Wonder Woman Won't Be A U.N. Ambassador Anymore

Well, that didn't last long.

Wonder Woman's role as the U.N. honorary ambassador for the Empowerment of Women and Girls will come to an end on Friday, The Guardian reported. The decision comes less than two months since the controversial appointment was made and almost 45,000 people asked U.N. Secretary-General Ban Ki-moon to reconsider his choice.
According to The Guardian, no further explanation was provided as to why the U.N. decided to end the Wonder Woman campaign. However, U.N. spokesman Jeffrey Brez told the outlet that campaigns including fictional characters usually come to an end after just a couple of months.

This article was originally published on October 22, 2016.

The United Nations is set to name Wonder Woman as an honorary Ambassador of the Empowerment of Women and Girls, but the move isn't sitting well with everyone.

After a yearlong grassroots campaign to encourage the U.N. to appoint its first female Secretary General ultimately failed, some see the appointment of the 75-year-old DC Comics character as a consolation prize.

"It's an insult, frankly," Anne Marie Goetz, professor of global affairs at New York University and a former adviser on peace and security issues to the United Nations agency, U.N. Women, told NPR.

The biggest issue for Goetz is timing, citing "months and months of campaigning by feminist organizations around the world for a woman to be selected." Despite the seven highly qualified women on this year's shortlist — more than any previous year — the Security Council selected a man, António Guterres.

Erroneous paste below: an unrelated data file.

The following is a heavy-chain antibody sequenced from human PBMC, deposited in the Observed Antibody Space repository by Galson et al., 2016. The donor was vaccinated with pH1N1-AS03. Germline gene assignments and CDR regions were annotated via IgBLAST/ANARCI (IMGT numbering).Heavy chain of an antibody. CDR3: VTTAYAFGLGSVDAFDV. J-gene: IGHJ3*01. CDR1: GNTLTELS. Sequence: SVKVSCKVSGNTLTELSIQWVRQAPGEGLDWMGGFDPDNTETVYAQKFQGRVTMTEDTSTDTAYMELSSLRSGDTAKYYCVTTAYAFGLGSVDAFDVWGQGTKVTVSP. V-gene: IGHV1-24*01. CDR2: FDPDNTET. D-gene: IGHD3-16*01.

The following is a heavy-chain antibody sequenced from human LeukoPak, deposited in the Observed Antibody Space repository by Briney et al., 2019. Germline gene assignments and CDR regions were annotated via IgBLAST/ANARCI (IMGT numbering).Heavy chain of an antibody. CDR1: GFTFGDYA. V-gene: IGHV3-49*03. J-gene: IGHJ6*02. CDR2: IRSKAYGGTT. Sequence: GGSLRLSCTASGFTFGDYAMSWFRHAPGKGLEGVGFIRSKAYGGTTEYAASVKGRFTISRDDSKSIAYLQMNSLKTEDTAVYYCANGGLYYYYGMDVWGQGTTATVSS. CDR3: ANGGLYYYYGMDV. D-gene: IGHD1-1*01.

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Apparently, the U.N. division responsible for Wonder Woman's appointment was well aware of the controversy surrounding its choice.

According to the New York Times, more than 600 U.N. staffers signed an online petition asking Secretary General Ban Ki-moon to rethink the character's appointment.
Raimonda Murmokaitė, the Permanent Representative from Lithuania, took to Twitter to express her disapproval with the decision: "There should be plenty real-life women and girls to inspire the rest of us."

The online petition was coupled with a real-life protest of approximately 100 U.N. members of staff who gathered at U.N. Headquarters armed with signs reading "I Am Not A Mascot" and "Let's Get Real,” CBS News reports.

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